Tuesday, August 16, 2005

Herding Bees

It's the dog days of summer when news that's worthy of the name is hard to come by, unless you're sitting in a ditch in Crawford, Texas, while pro-war yahoos run their pick-ups over memorial crosses to the fallen.

And, yet... and yet... The world always offers enlightenment if we would just open our eyes wide enough. If we don't, the Miami Herald will force it on us.

Take the tribulations of Florida's bee population, for example. At least twice so far this month the Herald has sung the woes of Florida's beekeeper population and their miniature charges. In identical articles.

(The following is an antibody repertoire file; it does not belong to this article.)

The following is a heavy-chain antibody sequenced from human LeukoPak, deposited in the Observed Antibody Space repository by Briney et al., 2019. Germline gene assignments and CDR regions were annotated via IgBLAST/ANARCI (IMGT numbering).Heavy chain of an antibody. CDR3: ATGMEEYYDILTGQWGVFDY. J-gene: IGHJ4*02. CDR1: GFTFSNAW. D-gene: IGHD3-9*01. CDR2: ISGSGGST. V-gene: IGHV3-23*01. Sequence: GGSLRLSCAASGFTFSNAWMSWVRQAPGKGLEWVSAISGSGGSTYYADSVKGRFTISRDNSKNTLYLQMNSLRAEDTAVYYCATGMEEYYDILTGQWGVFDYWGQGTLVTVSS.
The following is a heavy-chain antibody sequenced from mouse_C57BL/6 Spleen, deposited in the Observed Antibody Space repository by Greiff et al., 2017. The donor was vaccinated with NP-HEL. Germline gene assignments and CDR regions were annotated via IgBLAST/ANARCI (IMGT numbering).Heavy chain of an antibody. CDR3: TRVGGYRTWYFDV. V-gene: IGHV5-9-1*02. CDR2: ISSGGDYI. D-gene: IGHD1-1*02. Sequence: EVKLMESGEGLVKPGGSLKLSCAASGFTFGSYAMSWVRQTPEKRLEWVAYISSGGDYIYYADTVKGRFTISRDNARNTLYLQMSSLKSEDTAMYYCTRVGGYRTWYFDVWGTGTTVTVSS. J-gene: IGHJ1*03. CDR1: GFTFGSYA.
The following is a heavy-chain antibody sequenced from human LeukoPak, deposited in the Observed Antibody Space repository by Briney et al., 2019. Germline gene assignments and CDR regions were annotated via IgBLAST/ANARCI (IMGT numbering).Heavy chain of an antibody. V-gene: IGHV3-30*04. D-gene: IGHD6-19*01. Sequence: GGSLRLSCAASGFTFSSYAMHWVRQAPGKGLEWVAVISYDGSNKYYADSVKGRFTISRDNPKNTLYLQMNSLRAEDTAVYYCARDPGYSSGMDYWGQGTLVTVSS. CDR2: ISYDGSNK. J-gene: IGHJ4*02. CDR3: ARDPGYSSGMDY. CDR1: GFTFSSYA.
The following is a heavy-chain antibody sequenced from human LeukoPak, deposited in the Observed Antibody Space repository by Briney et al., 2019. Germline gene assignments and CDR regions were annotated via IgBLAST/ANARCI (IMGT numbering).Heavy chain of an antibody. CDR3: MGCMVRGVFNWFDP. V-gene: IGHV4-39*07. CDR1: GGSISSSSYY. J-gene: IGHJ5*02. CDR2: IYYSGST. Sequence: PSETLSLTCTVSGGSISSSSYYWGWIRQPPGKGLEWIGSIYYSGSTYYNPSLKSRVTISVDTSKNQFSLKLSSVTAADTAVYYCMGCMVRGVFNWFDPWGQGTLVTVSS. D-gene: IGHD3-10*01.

Check it out (registration is free) here on August 1 and here again on August 16.

Herald editors must feel the duplicate coverage is warranted because bees, today, are facing a range of trials that would intimidate Job himself. Deja vu times two.

Among the challenges --
Why, the sad state of contemporary bee life in Florida is almost a microcosm of the entire Florida economy -- except for the blood-sucking part. No, we have that, too.

But, for bees, the most inexcusable threat of all? Human stupidity:
"Vandalism also plagues apiaries. Fueled by fear and curiosity, troublemakers shoot or knock over Del Signore's hives to see what will happen when the bees get agitated. "They eat food that depends on bees, then they go out and destroy the bees that are vital to their food source," Del Signore said. "It's dumb."
On second thought, maybe life in a Crawford ditch is a lot like the challenges facing bees. Dumb vandals can be found everywhere.


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Anonymous said...

"troublemakers shoot or knock over beehives"

same in texas.